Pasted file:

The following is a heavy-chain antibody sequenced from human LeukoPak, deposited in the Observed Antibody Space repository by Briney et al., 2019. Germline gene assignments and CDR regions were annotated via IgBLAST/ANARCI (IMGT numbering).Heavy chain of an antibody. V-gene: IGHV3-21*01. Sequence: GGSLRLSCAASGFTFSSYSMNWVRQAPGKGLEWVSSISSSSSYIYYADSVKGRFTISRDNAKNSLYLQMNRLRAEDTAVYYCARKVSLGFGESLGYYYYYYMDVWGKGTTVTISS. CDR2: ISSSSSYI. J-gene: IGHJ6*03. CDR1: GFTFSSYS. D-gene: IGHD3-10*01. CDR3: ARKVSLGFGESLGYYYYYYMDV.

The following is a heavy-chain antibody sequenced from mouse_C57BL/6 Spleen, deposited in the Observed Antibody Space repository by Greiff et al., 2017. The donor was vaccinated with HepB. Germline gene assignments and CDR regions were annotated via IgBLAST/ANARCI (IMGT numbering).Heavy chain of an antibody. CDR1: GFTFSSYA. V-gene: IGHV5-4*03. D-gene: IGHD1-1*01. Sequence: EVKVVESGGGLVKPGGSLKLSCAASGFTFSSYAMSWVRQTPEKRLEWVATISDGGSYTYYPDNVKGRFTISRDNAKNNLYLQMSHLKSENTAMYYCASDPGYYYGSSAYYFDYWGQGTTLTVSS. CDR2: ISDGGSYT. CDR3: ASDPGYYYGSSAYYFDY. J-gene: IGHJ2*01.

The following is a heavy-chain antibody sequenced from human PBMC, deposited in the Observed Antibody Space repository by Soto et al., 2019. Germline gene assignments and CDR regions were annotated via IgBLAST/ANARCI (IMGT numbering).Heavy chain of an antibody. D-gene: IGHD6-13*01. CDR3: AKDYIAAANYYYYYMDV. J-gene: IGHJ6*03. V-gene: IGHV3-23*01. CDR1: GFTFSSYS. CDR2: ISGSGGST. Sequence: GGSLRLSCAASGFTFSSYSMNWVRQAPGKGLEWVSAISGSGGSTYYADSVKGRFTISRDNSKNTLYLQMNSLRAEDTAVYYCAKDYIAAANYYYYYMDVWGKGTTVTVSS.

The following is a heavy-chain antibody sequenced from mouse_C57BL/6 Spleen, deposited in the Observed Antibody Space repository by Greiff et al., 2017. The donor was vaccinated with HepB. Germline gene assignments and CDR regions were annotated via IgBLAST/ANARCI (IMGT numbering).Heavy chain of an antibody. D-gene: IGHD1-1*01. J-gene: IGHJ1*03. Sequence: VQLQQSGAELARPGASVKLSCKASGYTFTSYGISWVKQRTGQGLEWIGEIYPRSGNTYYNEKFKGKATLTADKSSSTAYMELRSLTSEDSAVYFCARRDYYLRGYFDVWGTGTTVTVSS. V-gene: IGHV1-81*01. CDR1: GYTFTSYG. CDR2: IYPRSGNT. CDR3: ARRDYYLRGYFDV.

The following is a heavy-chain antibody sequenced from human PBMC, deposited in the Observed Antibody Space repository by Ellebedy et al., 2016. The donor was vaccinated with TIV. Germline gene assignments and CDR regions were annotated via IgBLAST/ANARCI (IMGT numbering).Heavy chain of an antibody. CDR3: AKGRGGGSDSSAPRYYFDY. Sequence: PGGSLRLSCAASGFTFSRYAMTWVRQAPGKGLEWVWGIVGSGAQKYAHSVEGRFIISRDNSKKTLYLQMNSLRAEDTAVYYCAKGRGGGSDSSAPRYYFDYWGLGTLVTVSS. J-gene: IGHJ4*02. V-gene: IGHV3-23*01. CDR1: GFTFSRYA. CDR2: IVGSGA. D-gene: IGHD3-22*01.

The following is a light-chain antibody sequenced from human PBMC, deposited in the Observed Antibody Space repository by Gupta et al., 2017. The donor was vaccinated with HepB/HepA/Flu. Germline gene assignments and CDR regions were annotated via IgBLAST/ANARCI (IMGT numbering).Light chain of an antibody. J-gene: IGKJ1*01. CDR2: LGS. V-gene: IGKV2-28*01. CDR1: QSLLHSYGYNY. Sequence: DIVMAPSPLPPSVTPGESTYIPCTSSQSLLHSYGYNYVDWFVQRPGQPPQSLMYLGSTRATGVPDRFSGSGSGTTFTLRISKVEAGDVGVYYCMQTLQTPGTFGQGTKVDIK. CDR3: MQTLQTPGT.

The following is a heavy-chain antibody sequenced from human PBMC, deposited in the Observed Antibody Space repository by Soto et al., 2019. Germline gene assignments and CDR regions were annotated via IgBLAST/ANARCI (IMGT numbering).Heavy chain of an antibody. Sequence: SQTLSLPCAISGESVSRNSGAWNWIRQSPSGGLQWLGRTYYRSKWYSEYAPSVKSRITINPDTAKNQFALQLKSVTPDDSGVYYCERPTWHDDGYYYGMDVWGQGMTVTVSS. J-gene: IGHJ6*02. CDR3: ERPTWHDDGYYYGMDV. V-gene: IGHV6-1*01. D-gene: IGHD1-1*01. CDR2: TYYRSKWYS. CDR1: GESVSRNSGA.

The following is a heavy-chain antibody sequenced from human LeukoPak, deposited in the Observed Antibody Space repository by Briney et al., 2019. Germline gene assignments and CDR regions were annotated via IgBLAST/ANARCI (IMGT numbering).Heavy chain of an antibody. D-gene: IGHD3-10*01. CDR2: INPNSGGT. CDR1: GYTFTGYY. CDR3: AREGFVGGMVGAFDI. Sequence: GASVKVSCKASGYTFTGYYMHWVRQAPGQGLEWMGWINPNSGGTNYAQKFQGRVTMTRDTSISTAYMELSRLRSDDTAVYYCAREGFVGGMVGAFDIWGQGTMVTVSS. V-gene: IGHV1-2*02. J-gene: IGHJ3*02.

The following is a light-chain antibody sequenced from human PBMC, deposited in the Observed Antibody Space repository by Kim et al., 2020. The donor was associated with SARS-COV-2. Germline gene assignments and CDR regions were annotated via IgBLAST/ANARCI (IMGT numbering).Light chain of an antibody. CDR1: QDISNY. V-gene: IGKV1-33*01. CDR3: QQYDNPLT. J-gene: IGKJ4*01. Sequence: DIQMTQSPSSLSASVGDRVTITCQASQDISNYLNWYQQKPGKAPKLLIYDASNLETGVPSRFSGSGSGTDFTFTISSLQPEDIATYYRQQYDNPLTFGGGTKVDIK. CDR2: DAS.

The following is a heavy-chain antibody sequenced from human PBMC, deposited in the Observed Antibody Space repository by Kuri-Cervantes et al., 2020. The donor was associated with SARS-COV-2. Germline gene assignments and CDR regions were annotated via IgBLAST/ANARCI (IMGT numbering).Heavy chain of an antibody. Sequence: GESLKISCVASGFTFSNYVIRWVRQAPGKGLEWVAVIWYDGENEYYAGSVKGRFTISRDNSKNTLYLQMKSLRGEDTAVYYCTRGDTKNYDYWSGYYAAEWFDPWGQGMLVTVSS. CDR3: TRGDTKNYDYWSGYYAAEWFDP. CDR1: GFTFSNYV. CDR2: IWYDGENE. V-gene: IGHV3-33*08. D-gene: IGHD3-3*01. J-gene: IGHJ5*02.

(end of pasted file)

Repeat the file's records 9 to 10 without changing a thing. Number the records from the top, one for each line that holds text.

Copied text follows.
The following is a light-chain antibody sequenced from human PBMC, deposited in the Observed Antibody Space repository by Kim et al., 2020. The donor was associated with SARS-COV-2. Germline gene assignments and CDR regions were annotated via IgBLAST/ANARCI (IMGT numbering).Light chain of an antibody. CDR1: QDISNY. V-gene: IGKV1-33*01. CDR3: QQYDNPLT. J-gene: IGKJ4*01. Sequence: DIQMTQSPSSLSASVGDRVTITCQASQDISNYLNWYQQKPGKAPKLLIYDASNLETGVPSRFSGSGSGTDFTFTISSLQPEDIATYYRQQYDNPLTFGGGTKVDIK. CDR2: DAS.

The following is a heavy-chain antibody sequenced from human PBMC, deposited in the Observed Antibody Space repository by Kuri-Cervantes et al., 2020. The donor was associated with SARS-COV-2. Germline gene assignments and CDR regions were annotated via IgBLAST/ANARCI (IMGT numbering).Heavy chain of an antibody. Sequence: GESLKISCVASGFTFSNYVIRWVRQAPGKGLEWVAVIWYDGENEYYAGSVKGRFTISRDNSKNTLYLQMKSLRGEDTAVYYCTRGDTKNYDYWSGYYAAEWFDPWGQGMLVTVSS. CDR3: TRGDTKNYDYWSGYYAAEWFDP. CDR1: GFTFSNYV. CDR2: IWYDGENE. V-gene: IGHV3-33*08. D-gene: IGHD3-3*01. J-gene: IGHJ5*02.